By Bill Simmons
Page 2

Editor's Note: This article appears in the January 17 issue of ESPN The Magazine

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  • A few months ago, while I was halfheartedly watching Mr. Deeds on cable, it dawned on me that Adam Sandler was the Wade Boggs of movie actors. Boggs mastered the "getting on base" genre; Sandler has mastered the "slapstick comedy centering around immature underdogs" genre. Boggs had wildly impressive stats; Sandler has wildly impressive box office. Neither has any real greatness. But stack up their numbers against their rivals, and you start to realize, "Wow, these guys are Hall of Famers," even if that doesn't seem entirely plausible.

    That's the thing about statistics: you can trust them only so much. They don't account for the Horrys and Jeters, or Orlando Cabrera's sparkling defense last October, or even the petrified look on CWebb's face. At the same time, the relationship between baseball fans and stats mirrors that between TV viewers and forensic science. Ten years ago, few people understood the DNA evidence in O.J.'s trial. Then CSI came along. Same thing happened when Moneyball came out. Until then, only hard-core fans thought about the value of OPS, or the vast potential of lineups that could extend pitch counts. Now those principles are mainstream.

    Wade Boggs
    Boggs is gone, and pretty much forgotten in Boston.

    So maybe this is the perfect year for Boggs' election to the Hall. Under every possible qualification, he belongs in Cooperstown. Statistically, he's one of the four best third basemen ever. Thanks to our enhanced appreciation for on-base percentage, we can now see the subtle beauty of his résumé, one that would weaken Billy Beane's knees. His career OBP was .415. He led the league in times on base eight straight years, and topped .900 in OPS six times. His 1987 season (.363 BA, 1.049 OPS) resides in the pantheon of Great Seasons by a Third Baseman. He even reached that old-school milestone of 3,000 hits. Not to mention, his was one of the most memorable porn mustaches of the decade. My problem is that when Boggs was in his prime, there wasn't anything remotely Hall of Famey about him.

    Trust me. I followed him in Boston for 11 years. We never thought of him the way we did George Brett or Mike Schmidt -- those were franchise players. Boggs was ... well, what was he? Even his managers couldn't figure out how to use him. In 1986, Boggs batted first or second despite being, statistically, the most productive player on the team. That seems insane now. I remember him spraying line drives and working pitch counts, always coming off like an obsessive in a batting cage, every at-bat unfolding like the one before it.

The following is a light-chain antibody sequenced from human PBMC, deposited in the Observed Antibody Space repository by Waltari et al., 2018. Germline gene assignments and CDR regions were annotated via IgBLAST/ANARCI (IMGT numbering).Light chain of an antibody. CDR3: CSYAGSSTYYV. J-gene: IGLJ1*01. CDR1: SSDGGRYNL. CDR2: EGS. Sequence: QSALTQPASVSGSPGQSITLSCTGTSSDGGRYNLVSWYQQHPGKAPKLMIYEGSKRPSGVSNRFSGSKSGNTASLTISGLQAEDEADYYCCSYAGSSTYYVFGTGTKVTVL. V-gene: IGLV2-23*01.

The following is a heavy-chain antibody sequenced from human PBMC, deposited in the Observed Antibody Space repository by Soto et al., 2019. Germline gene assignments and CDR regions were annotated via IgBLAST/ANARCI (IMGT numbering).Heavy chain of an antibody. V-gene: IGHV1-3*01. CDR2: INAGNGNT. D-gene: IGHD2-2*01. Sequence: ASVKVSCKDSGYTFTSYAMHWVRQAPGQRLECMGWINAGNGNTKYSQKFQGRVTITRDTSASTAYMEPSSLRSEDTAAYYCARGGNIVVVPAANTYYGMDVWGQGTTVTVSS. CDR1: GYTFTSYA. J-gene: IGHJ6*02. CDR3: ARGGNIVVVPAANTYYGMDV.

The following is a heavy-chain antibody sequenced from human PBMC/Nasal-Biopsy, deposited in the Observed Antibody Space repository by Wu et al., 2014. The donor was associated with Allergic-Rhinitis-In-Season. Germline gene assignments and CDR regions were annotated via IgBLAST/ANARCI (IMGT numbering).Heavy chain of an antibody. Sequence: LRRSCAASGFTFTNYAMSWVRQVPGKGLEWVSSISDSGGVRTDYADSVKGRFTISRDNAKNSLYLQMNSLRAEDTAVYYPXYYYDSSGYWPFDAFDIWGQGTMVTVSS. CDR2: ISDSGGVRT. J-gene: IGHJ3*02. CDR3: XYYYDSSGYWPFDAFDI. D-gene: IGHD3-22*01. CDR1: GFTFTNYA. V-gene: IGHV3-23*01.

Situations never mattered to him. If the Sox were down by one in the ninth, with a runner on third and two outs, Boggs invariably drew a walk, leaving the game in someone else's hands. That's just who he was. There's a reason he cracked the top five in MVP voting only once. Local writers and talk show hosts skewered him for being a selfish singles hitter, wondering why he wouldn't hit for power. All this "getting on base" stuff was hurting the team. One fact sums it up: two seasons after Boggs signed with the Yanks in 1992, the Red Sox gave his No. 26 to Wes Chamberlain.

    Wade Boggs
    Here, this is for any Red Sox fans that still like Boggs.

    Boggs never resonated with fans like other Boston stars of that era. You never went to Fenway thinking, "Boy, I get to see Boggs today, somebody pinch me." You never watched a Red Sox-Royals game and thought to yourself, "I'm glad we have Boggs instead of Brett." Even the sight of the Chicken Man wearing a Yankees cap didn't spawn 1/100th of the bitterness Clemens faced. We just didn't give a crap, at least until we saw an emotional Boggs riding that horse after the 1996 World Series. Then we wanted to punch him in the face.

    Now he's one of the best third basemen ever? Thinking back, I remember only two moments: Boggs sobbing at Shea in 1986 and his mistress appearing in Penthouse three years later. The rest is a blur.So now he's going to Cooperstown instead of Jim Rice, whose career was decimated after the fact by the Moneyball crew: too many DPs and K's, too low of an on-base percentage. Well, when my dad took me to Fenway as a kid, we went to see Rice, not Boggs. Now we penalize Rice because he played in a presteroids era that valued batting average, homers and RBI over all else? You figure it out.

    But then maybe Boggs was just ahead of his time. And who knows, maybe we'll be saying the same about Sandler one day. So what if Little Nicky was the worst big-budget film of the past 10 years? So what if Happy Gilmore will be the only one of his comedies that holds up? So what if audiences didn't respond to his dramatic forays? The numbers will be there, so Sandler must have been great.

    If only a cinematic version of Cooperstown existed for him.

    Bill Simmons is a columnist for Page 2 and ESPN The Magazine. His Sports Guy's World site is updated every day Monday through Friday.